While the true cost of Detroit's bankruptcy won't be known likely for months, one local media outlet has jumpstarted its investigation into at least a preliminary estimate of the total bill for taxpayers. WXYZ-Channel 7's Jim Kiertzner, an investigative reporter, and Adam Brewster, a producer, have been reviewing thousands of pages of attorneys fees and expenses charged to the city in the case. Here's what they've found so far...
"Got a problem? You ought to know who to call.” Bridge Magazine's Phil Powers heard Mike Duggan say that two summers ago when he was running for Detroit mayor. "Although campaign rhetoric, it sounded like a simple and common-sense way to think about running a city," Powers remembers. But what Powers says he didn’t then understand was that Duggan was hinting at what may be a very important structural reform for long-term progress in what is still Michigan’s largest city. Here's what's happened since.
Here's our live blog of the news conference following Judge Steven Rhodes's approval of the city's Plan of Adjustment. Hear from U.S. District Judge Gerald Rosen, Gov. Rick Snyder, Emergency Manager Kevyn Orr, Mayor Mike Duggan and City Council President Brenda Jones.
“Detroit’s bankruptcy is unprecedented in many ways, and the state and federal power exercised in the process remains mostly untested,” writes the Michigan Citizen. “The media has chosen a comeback narrative for the city — news of investment, a burgeoning small business class, and younger, mostly white people, relocating to downtown and a few other neighborhoods.” Here’s another view.
The state’s largest city has been given the green light to exit bankruptcy, and now the work of efficiently running the city and revitalizing neighborhoods is moving forward. On this week’s MiWeek, the team takes a close look at the city of Detroit.
Detroit won’t be quite ready to exit bankruptcy until next month, city lawyers told Judge Steven Rhodes at a hearing Monday. Judge Rhodes has already approved the city’s bankruptcy restructuring plan. But the city must still complete a couple steps before it officially leaves Chapter 9.
Detroit’s Financial Review Commission, created by the “grand bargain” legislation, holds its second meeting Friday. The agenda includes reviewing budget timelines and the city’s Plan of Adjustment. The panel also will discuss audit activities. The nine-member group plans to meet at 9 a.m. in the Michigan Gaming Control Board Meeting Room at 3062 W. Grand […]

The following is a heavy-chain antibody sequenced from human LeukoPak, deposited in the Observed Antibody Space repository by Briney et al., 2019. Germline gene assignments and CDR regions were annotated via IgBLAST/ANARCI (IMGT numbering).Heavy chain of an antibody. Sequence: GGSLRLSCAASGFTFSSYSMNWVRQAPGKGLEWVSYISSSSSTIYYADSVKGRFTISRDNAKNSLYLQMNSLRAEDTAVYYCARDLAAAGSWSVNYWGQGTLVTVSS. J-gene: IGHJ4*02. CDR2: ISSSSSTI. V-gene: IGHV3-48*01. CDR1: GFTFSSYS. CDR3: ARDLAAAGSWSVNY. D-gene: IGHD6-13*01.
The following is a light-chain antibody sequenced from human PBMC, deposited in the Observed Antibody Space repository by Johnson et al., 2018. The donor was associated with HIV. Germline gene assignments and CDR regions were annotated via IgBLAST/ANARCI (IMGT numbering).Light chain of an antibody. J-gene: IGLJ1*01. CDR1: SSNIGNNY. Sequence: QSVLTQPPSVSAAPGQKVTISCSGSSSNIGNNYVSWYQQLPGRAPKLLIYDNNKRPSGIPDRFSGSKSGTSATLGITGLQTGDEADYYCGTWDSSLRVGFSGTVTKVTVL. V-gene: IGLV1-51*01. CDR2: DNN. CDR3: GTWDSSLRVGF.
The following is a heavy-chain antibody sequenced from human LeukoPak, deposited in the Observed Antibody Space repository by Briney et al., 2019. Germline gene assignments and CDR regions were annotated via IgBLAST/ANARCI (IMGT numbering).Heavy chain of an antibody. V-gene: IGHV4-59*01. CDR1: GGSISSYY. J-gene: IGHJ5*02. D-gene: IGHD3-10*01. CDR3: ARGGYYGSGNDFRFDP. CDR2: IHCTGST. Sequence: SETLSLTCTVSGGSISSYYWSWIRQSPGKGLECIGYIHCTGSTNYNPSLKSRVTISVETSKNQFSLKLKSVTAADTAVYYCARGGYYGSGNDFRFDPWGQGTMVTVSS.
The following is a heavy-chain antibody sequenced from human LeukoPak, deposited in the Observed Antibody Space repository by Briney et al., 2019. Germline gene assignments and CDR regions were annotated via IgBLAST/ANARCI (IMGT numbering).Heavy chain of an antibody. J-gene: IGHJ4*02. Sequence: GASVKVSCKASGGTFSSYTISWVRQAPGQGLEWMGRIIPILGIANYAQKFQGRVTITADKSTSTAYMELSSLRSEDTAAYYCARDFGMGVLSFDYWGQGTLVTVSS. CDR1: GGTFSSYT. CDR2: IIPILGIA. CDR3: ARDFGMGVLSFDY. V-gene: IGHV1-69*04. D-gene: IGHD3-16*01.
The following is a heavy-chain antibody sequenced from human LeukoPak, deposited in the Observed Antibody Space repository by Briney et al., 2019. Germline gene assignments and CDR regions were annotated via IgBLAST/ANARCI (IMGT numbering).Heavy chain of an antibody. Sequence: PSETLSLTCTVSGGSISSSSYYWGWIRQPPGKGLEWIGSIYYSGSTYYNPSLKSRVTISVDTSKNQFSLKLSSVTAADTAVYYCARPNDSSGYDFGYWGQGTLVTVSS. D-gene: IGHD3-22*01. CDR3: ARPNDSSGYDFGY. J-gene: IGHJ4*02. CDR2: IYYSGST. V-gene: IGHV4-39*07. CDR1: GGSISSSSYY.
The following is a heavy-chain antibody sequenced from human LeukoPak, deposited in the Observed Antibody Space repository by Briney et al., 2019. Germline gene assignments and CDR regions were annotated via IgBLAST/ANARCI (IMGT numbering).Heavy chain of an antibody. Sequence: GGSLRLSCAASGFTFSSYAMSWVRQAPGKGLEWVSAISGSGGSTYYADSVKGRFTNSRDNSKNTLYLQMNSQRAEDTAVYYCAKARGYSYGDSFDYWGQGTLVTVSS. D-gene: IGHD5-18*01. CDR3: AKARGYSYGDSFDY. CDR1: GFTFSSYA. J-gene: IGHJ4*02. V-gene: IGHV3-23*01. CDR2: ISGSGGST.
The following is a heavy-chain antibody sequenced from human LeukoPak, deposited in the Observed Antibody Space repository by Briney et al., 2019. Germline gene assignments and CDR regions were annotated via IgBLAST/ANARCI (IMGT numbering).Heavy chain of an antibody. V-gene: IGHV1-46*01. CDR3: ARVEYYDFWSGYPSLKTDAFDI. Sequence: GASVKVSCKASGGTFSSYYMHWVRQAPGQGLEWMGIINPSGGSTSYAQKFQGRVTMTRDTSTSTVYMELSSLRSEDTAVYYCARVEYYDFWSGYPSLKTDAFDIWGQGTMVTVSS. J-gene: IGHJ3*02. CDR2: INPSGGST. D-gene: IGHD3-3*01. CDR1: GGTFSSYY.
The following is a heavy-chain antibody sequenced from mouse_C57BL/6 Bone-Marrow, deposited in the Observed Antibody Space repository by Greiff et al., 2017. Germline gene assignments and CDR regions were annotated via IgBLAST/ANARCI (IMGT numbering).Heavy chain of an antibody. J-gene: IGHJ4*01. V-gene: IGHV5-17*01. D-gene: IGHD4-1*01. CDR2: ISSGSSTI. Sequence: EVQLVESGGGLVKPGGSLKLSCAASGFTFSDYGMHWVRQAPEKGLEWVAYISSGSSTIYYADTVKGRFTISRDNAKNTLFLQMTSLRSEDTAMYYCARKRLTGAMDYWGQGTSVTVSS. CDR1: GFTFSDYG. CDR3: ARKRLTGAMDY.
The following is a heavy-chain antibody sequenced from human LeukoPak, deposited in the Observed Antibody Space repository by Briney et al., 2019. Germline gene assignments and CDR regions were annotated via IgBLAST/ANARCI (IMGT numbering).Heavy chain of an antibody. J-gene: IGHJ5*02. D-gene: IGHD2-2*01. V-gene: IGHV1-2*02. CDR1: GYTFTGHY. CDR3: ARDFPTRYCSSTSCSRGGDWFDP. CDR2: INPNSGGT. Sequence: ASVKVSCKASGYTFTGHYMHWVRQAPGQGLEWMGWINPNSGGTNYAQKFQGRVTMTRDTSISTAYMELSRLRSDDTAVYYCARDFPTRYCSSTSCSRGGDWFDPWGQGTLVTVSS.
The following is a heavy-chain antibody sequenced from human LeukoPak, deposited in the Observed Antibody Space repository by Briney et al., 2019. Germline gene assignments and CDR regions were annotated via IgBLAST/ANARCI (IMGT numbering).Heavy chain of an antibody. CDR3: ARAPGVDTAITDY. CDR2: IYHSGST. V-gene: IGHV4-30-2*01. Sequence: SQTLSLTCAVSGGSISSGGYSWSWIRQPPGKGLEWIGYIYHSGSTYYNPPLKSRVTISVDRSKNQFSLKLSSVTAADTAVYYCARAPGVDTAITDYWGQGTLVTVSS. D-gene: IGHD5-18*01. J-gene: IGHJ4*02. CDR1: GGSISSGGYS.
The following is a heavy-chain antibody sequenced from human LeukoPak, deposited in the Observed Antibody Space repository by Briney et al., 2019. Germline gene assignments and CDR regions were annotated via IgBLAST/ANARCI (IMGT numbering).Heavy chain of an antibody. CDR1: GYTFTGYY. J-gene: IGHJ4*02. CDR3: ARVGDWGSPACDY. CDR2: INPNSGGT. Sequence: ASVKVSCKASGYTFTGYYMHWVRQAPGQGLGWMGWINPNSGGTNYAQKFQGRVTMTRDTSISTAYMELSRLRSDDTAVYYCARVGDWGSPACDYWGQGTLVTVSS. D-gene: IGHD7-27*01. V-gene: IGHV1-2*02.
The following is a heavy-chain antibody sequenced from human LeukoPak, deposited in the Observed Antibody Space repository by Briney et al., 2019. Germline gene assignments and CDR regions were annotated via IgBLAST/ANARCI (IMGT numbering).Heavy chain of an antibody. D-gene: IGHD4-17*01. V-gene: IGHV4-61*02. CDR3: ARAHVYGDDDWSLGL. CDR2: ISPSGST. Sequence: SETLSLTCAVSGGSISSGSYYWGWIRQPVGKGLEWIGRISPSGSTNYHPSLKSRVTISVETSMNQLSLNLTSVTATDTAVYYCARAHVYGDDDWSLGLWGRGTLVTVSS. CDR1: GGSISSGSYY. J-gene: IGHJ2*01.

A judge is allowing a challenge to Michigan’s emergency manager law to go forward in federal court in Detroit. Filed last year, the lawsuit challenges the constitutionality of the law on the grounds that it violates rights of due process, voting and representative government under the U.S. Constitution. Defendants in the case are Gov. Rick […]
WXYZ-TV7′s Jim Kiertzner and Adam Brewster are digging through bills from bankruptcy attorneys and reporting on what they’re finding. They join Laura in the studio, along with WDET’s bankruptcy reporter and Next Chapter Detroit blogger Sandra Svoboda to break down the findings and discuss who spent what, and more importantly, why they did it.
While the true cost of Detroit’s bankruptcy won’t be known likely for months, one local media outlet has jumpstarted its investigation into at least a preliminary estimate of the total bill for taxpayers. WXYZ-Channel 7′s Jim Kiertzner, an investigative reporter, and Adam Brewster, a producer, have been reviewing thousands of pages of attorneys fees and expenses charged to the city in the case. Here’s what they’ve found so far…
AboutNext Chapter Detroit is a place to explore and understand the city’s bankruptcy, its impact on people and neighborhoods and its long-term implications. Powered by coverage and conversations from the media outlets of the Detroit Journalism Cooperative, the site provides fact-based reporting from trusted sources and opportunities for citizen engagement.
WDET’s Sandra Svoboda is your site guide. A veteran Detroit journalist and 24-year area resident, she’ll share stories, add insight and ask questions to help decode the bankruptcy process and the city’s restructuring.